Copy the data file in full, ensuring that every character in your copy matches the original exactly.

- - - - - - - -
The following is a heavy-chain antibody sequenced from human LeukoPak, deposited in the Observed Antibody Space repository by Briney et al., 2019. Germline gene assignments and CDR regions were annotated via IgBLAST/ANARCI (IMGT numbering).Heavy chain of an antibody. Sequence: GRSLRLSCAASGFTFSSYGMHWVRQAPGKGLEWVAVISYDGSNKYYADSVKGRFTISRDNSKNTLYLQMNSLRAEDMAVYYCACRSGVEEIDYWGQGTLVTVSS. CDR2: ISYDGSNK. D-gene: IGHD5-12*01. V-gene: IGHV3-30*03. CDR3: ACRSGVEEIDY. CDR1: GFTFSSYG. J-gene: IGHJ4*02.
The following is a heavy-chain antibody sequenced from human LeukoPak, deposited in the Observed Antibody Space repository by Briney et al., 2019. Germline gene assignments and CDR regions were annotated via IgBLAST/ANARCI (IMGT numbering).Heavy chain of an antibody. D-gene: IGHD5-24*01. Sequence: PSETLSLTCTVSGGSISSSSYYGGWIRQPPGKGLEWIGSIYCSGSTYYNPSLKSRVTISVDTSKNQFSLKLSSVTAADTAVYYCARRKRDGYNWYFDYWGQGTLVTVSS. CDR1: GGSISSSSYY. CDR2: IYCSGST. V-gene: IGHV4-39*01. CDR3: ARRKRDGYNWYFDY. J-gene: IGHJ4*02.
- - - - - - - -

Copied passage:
The following is a heavy-chain antibody sequenced from human LeukoPak, deposited in the Observed Antibody Space repository by Briney et al., 2019. Germline gene assignments and CDR regions were annotated via IgBLAST/ANARCI (IMGT numbering).Heavy chain of an antibody. Sequence: GRSLRLSCAASGFTFSSYGMHWVRQAPGKGLEWVAVISYDGSNKYYADSVKGRFTISRDNSKNTLYLQMNSLRAEDMAVYYCACRSGVEEIDYWGQGTLVTVSS. CDR2: ISYDGSNK. D-gene: IGHD5-12*01. V-gene: IGHV3-30*03. CDR3: ACRSGVEEIDY. CDR1: GFTFSSYG. J-gene: IGHJ4*02.
The following is a heavy-chain antibody sequenced from human LeukoPak, deposited in the Observed Antibody Space repository by Briney et al., 2019. Germline gene assignments and CDR regions were annotated via IgBLAST/ANARCI (IMGT numbering).Heavy chain of an antibody. D-gene: IGHD5-24*01. Sequence: PSETLSLTCTVSGGSISSSSYYGGWIRQPPGKGLEWIGSIYCSGSTYYNPSLKSRVTISVDTSKNQFSLKLSSVTAADTAVYYCARRKRDGYNWYFDYWGQGTLVTVSS. CDR1: GGSISSSSYY. CDR2: IYCSGST. V-gene: IGHV4-39*01. CDR3: ARRKRDGYNWYFDY. J-gene: IGHJ4*02.